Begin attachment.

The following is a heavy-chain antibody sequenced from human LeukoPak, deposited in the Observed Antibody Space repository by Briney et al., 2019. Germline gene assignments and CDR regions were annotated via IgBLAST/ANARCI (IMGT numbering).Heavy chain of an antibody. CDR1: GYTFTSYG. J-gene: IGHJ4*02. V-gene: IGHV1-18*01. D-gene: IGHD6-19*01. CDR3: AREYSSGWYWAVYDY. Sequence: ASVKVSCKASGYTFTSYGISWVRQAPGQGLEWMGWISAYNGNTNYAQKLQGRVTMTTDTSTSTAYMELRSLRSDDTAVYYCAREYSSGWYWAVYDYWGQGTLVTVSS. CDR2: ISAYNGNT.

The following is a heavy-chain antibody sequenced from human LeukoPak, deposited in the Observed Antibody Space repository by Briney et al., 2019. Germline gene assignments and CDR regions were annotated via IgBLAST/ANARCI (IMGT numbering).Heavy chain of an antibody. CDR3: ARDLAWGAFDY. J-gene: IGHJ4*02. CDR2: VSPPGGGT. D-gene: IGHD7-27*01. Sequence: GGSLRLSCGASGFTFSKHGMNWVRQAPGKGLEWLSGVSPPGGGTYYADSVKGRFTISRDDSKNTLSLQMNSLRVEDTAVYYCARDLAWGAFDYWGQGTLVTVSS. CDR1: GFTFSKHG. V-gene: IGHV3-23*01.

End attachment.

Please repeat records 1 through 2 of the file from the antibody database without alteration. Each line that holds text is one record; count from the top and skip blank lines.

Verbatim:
The following is a heavy-chain antibody sequenced from human LeukoPak, deposited in the Observed Antibody Space repository by Briney et al., 2019. Germline gene assignments and CDR regions were annotated via IgBLAST/ANARCI (IMGT numbering).Heavy chain of an antibody. CDR1: GYTFTSYG. J-gene: IGHJ4*02. V-gene: IGHV1-18*01. D-gene: IGHD6-19*01. CDR3: AREYSSGWYWAVYDY. Sequence: ASVKVSCKASGYTFTSYGISWVRQAPGQGLEWMGWISAYNGNTNYAQKLQGRVTMTTDTSTSTAYMELRSLRSDDTAVYYCAREYSSGWYWAVYDYWGQGTLVTVSS. CDR2: ISAYNGNT.

The following is a heavy-chain antibody sequenced from human LeukoPak, deposited in the Observed Antibody Space repository by Briney et al., 2019. Germline gene assignments and CDR regions were annotated via IgBLAST/ANARCI (IMGT numbering).Heavy chain of an antibody. CDR3: ARDLAWGAFDY. J-gene: IGHJ4*02. CDR2: VSPPGGGT. D-gene: IGHD7-27*01. Sequence: GGSLRLSCGASGFTFSKHGMNWVRQAPGKGLEWLSGVSPPGGGTYYADSVKGRFTISRDDSKNTLSLQMNSLRVEDTAVYYCARDLAWGAFDYWGQGTLVTVSS. CDR1: GFTFSKHG. V-gene: IGHV3-23*01.